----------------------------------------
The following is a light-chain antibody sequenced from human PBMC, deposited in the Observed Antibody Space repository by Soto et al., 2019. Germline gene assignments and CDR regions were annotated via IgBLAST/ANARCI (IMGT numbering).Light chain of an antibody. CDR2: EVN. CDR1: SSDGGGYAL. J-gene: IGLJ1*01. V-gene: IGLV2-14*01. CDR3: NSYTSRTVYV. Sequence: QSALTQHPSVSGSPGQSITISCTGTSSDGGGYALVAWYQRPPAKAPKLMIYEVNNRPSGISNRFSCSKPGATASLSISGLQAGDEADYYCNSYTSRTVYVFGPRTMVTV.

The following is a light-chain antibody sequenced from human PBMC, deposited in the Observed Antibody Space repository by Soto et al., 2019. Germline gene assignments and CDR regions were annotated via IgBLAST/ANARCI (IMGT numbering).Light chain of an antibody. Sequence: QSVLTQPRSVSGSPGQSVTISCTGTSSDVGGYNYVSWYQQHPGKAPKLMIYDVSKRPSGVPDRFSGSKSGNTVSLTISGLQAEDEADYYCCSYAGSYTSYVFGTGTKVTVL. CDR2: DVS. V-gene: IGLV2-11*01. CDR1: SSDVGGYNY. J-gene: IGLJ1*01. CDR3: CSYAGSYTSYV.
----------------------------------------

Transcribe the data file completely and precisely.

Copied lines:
The following is a light-chain antibody sequenced from human PBMC, deposited in the Observed Antibody Space repository by Soto et al., 2019. Germline gene assignments and CDR regions were annotated via IgBLAST/ANARCI (IMGT numbering).Light chain of an antibody. CDR2: EVN. CDR1: SSDGGGYAL. J-gene: IGLJ1*01. V-gene: IGLV2-14*01. CDR3: NSYTSRTVYV. Sequence: QSALTQHPSVSGSPGQSITISCTGTSSDGGGYALVAWYQRPPAKAPKLMIYEVNNRPSGISNRFSCSKPGATASLSISGLQAGDEADYYCNSYTSRTVYVFGPRTMVTV.

The following is a light-chain antibody sequenced from human PBMC, deposited in the Observed Antibody Space repository by Soto et al., 2019. Germline gene assignments and CDR regions were annotated via IgBLAST/ANARCI (IMGT numbering).Light chain of an antibody. Sequence: QSVLTQPRSVSGSPGQSVTISCTGTSSDVGGYNYVSWYQQHPGKAPKLMIYDVSKRPSGVPDRFSGSKSGNTVSLTISGLQAEDEADYYCCSYAGSYTSYVFGTGTKVTVL. CDR2: DVS. V-gene: IGLV2-11*01. CDR1: SSDVGGYNY. J-gene: IGLJ1*01. CDR3: CSYAGSYTSYV.